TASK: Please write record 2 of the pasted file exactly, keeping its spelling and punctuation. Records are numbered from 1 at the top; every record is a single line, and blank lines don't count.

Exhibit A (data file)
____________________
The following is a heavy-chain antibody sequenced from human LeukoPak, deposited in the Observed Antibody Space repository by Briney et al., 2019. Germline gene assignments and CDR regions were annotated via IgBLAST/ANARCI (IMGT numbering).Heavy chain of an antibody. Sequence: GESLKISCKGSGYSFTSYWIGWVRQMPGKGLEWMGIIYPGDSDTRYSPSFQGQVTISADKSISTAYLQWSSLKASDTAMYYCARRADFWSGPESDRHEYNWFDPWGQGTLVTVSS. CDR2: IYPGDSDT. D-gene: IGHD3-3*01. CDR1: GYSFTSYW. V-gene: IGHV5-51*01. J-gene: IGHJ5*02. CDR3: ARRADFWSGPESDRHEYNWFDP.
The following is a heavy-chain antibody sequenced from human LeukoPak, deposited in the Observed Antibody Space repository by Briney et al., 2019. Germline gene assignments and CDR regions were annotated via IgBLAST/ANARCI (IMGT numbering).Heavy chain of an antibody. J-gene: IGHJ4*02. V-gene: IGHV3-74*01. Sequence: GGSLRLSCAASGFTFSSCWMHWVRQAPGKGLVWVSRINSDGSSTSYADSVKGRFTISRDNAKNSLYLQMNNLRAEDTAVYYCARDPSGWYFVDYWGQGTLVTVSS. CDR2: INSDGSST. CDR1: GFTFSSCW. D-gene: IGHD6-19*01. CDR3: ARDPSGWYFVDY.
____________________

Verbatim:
The following is a heavy-chain antibody sequenced from human LeukoPak, deposited in the Observed Antibody Space repository by Briney et al., 2019. Germline gene assignments and CDR regions were annotated via IgBLAST/ANARCI (IMGT numbering).Heavy chain of an antibody. J-gene: IGHJ4*02. V-gene: IGHV3-74*01. Sequence: GGSLRLSCAASGFTFSSCWMHWVRQAPGKGLVWVSRINSDGSSTSYADSVKGRFTISRDNAKNSLYLQMNNLRAEDTAVYYCARDPSGWYFVDYWGQGTLVTVSS. CDR2: INSDGSST. CDR1: GFTFSSCW. D-gene: IGHD6-19*01. CDR3: ARDPSGWYFVDY.